There are many types of loans a person can turn to for help in home repairs and upkeep or for an unexpected emergency with finances. No one can predict and plan exactly for the future — that’s why various individuals and financial institutions make loans available. When you decide it’s time to apply for a loan to help ease your own financial burdens, or perhaps to help a longstanding dream come true, be sure to do your homework first. According to lending institution LoanStar, “Know what you’re getting into and what your obligations are when you take out a loan such as a home equity loan or a personal loan.”
Just what is a personal loan?
Becoming more and more popular, a personal loan is most often unsecured — that means that you don’t have to offer up any kind of assets in order to qualify for it. This means you can get your loan money almost immediately and all of it upfront without too much hassle or paperwork. The payments are fixed and irrevocable from the start. That’s why these types of loans are growing in popularity. Research shows that a personal loan often has a higher interest rate than a standard car or home loan, but one that is much less than for a standard credit card.
A standard personal loan will be between a thousand dollars up to around one hundred thousand, depending on your credit history and your credit score — the better these indicator are, the more money is made available for you to borrow. Fixed rates can run anywhere from twelve to sixty months — again, depending on the amount borrowed and the borrower’s credit history and credit score.
Personal loans are most often used for clearing up high interest financial obligations that are sucking a person dry — such as a credit card debt with a very high interest rate. These kinds of debts leave a person feeling both victimized and hopeless — just keeping up on interest payments is often enough to force them closer and closer to personal bankruptcy. And so a personal loan, used for debt consolidation, is a very smart move for most debtors — it gives them some breathing space and motivation to keep making payments in a timely manner.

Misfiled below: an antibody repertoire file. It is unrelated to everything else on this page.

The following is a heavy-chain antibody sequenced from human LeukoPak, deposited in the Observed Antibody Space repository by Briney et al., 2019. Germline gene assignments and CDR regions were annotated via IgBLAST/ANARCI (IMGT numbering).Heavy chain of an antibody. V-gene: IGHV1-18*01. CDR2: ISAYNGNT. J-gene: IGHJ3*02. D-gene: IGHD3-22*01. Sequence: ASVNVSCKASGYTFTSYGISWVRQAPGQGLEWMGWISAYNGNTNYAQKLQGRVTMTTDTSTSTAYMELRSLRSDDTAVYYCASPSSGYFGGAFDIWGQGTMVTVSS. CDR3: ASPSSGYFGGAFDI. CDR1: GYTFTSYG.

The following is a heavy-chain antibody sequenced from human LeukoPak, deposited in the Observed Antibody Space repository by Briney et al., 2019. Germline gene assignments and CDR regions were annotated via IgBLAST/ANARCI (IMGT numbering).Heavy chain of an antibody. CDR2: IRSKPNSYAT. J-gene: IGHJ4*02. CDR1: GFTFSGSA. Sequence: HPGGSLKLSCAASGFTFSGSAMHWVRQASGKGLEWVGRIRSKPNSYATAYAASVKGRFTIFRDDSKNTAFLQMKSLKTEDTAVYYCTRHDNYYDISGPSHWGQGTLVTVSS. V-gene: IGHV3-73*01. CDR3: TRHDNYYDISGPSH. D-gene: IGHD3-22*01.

And just what is a home equity loan?
Home equity is the difference that occurs from the amount your home is worth as compared to your current mortgage obligation. When you ask for a home equity loan, what you’re doing in effect is using that home equity as a sort of collateral for the amount of the loan.
Because a home equity loan is based upon the value of your property, it is considered a secure loan — some financial institutions, such as a bank, also call them a second mortgage. There is quite a bit of paperwork involved in a home equity loan — it’s basically all the same paperwork and documentation required as when you got your first mortgage. That includes a new appraisal, even if you had one done only a year or two previously. If this is the way you want to go, be sure to check thoroughly into closing costs and the variety of semi-hidden fees submitting this kind of application involves. Shop around at several different banks/credit unions to see who offers the lowest fees and rates.